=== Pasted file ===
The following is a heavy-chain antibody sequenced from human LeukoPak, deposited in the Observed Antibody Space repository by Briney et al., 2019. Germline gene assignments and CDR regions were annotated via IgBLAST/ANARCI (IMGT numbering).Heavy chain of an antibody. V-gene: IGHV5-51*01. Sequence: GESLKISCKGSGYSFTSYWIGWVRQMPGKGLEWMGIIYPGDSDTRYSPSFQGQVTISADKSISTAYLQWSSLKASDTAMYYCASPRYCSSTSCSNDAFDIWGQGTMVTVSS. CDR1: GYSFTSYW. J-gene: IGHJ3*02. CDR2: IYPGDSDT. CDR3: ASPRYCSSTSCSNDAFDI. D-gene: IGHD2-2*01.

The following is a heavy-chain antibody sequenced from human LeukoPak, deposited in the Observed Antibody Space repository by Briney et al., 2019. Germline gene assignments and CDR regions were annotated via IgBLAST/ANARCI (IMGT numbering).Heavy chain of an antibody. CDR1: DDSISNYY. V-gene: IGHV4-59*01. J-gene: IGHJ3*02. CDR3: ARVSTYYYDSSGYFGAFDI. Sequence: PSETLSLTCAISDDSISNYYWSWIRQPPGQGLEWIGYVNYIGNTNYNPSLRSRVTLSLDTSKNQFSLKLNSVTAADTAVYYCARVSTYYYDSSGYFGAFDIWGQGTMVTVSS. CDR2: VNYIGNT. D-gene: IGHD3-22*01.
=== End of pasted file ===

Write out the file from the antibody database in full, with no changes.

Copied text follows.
The following is a heavy-chain antibody sequenced from human LeukoPak, deposited in the Observed Antibody Space repository by Briney et al., 2019. Germline gene assignments and CDR regions were annotated via IgBLAST/ANARCI (IMGT numbering).Heavy chain of an antibody. V-gene: IGHV5-51*01. Sequence: GESLKISCKGSGYSFTSYWIGWVRQMPGKGLEWMGIIYPGDSDTRYSPSFQGQVTISADKSISTAYLQWSSLKASDTAMYYCASPRYCSSTSCSNDAFDIWGQGTMVTVSS. CDR1: GYSFTSYW. J-gene: IGHJ3*02. CDR2: IYPGDSDT. CDR3: ASPRYCSSTSCSNDAFDI. D-gene: IGHD2-2*01.

The following is a heavy-chain antibody sequenced from human LeukoPak, deposited in the Observed Antibody Space repository by Briney et al., 2019. Germline gene assignments and CDR regions were annotated via IgBLAST/ANARCI (IMGT numbering).Heavy chain of an antibody. CDR1: DDSISNYY. V-gene: IGHV4-59*01. J-gene: IGHJ3*02. CDR3: ARVSTYYYDSSGYFGAFDI. Sequence: PSETLSLTCAISDDSISNYYWSWIRQPPGQGLEWIGYVNYIGNTNYNPSLRSRVTLSLDTSKNQFSLKLNSVTAADTAVYYCARVSTYYYDSSGYFGAFDIWGQGTMVTVSS. CDR2: VNYIGNT. D-gene: IGHD3-22*01.